A retrospective study of the spectral probability
of spontaneous otoacoustic emissions: Rise of octave shifted second mode
Hear Res 2006, 215, 39-46
The recording of otoacoustic emissions (OAEs) is today a widely used tool
in medical diagnosis. The mechanisms of OAE generation in the cochlea
and their transmission to the external ear canal, however, are not well
understood and a matter of long-standing debates. Here, the frequency
distribution of 1660 spontaneous otoacoustic emissions (SOAEs) from three
surveys, covering 296 human subjects, is analyzed. Neonates show a monomodal
distribution with a peak at 4 kHz, but both children (5-11y) and adults
show an identical bimodal distribution, with two peaks in an octave distance
(1.5 and 3 kHz). For the combined children and adult data, distribution
density at the two peak tops is 2.8 and 2.7 times as high as at the low
between them. Mean SOAE amplitudes are unrelated to the two peaks, but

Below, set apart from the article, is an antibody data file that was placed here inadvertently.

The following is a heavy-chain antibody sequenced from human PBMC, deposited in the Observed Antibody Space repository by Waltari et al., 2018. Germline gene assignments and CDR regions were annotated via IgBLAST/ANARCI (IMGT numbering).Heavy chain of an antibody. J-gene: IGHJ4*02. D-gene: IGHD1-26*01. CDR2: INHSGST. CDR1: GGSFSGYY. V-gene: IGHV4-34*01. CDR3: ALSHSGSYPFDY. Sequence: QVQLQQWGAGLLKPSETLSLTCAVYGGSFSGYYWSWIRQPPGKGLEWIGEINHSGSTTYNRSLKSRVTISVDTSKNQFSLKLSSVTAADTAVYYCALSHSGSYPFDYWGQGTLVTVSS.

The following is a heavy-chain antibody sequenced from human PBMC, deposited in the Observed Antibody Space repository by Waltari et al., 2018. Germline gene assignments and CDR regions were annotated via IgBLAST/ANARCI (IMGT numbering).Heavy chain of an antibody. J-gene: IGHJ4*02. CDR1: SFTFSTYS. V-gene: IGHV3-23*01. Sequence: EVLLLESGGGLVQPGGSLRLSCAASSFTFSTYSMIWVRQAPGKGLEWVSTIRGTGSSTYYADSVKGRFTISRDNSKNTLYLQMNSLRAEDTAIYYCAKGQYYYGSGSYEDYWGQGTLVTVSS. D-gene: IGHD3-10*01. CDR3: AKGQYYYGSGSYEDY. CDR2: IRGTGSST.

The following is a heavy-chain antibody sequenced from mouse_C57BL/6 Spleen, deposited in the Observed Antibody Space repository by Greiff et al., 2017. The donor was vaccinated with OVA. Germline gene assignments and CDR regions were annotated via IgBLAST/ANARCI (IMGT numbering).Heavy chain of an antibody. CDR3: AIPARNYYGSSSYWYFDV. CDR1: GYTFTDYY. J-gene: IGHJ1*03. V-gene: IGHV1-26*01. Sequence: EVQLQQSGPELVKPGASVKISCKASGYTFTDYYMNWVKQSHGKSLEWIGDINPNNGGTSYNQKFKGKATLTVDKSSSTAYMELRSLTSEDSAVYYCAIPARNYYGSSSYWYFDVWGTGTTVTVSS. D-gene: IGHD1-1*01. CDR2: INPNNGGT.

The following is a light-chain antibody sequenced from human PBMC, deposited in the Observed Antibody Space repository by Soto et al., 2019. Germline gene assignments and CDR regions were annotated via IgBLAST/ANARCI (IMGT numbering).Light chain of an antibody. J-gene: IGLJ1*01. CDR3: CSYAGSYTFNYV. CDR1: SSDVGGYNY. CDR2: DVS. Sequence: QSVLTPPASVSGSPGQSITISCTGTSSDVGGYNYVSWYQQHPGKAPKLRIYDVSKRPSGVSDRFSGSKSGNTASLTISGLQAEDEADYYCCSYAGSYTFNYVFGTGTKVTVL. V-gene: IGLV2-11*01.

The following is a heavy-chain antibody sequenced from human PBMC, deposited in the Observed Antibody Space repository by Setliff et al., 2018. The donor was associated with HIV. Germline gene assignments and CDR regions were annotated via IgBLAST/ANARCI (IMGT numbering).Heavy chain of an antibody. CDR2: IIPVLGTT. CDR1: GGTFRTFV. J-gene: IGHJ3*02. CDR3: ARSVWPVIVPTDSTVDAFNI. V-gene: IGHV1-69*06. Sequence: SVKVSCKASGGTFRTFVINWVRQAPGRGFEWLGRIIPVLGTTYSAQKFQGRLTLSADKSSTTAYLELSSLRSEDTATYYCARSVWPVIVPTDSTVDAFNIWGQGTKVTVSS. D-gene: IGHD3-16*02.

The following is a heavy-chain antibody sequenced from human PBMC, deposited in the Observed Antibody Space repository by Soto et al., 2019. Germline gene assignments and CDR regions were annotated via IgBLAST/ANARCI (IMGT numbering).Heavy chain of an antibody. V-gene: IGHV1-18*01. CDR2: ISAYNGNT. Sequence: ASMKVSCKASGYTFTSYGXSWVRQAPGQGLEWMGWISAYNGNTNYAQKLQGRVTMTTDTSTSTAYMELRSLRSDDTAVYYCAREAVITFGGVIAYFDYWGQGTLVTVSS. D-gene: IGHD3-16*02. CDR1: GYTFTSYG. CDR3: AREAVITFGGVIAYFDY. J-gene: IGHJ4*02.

show a significant narrow-band dip precisely at the low in between at
2140 Hz (P < 0.008). External ear canal resonance can explain
the single 4 kHz mode at birth and the 3 kHz mode in children and adults.
The octave shifted 1.5 kHz mode remains without mechanical explanation.
It may reflect descending neural influence from central octave band processing.
The results are relevant for the interpretation of OAE levels in medical
Keywords: Spontaneous otoacoustic emission; Medial olivocochlear system;
Abbreviations: CEOAE, click evoked otoacoustic emission; DPOAE, distortion
product otoacoustic emission; OAE, otoacoustic emission; OHC, outer hair
cell; SOAE, spontaneous otoacoustic emission; ST, semitone